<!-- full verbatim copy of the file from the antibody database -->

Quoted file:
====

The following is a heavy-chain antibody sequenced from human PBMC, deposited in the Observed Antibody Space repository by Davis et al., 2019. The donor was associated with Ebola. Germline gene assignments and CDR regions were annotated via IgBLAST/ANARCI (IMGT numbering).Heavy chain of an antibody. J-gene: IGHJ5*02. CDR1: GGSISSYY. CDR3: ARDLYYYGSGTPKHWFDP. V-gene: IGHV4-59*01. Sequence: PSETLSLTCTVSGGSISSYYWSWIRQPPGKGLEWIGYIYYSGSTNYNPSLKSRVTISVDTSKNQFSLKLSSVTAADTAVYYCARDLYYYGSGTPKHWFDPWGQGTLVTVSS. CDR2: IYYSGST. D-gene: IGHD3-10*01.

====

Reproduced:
The following is a heavy-chain antibody sequenced from human PBMC, deposited in the Observed Antibody Space repository by Davis et al., 2019. The donor was associated with Ebola. Germline gene assignments and CDR regions were annotated via IgBLAST/ANARCI (IMGT numbering).Heavy chain of an antibody. J-gene: IGHJ5*02. CDR1: GGSISSYY. CDR3: ARDLYYYGSGTPKHWFDP. V-gene: IGHV4-59*01. Sequence: PSETLSLTCTVSGGSISSYYWSWIRQPPGKGLEWIGYIYYSGSTNYNPSLKSRVTISVDTSKNQFSLKLSSVTAADTAVYYCARDLYYYGSGTPKHWFDPWGQGTLVTVSS. CDR2: IYYSGST. D-gene: IGHD3-10*01.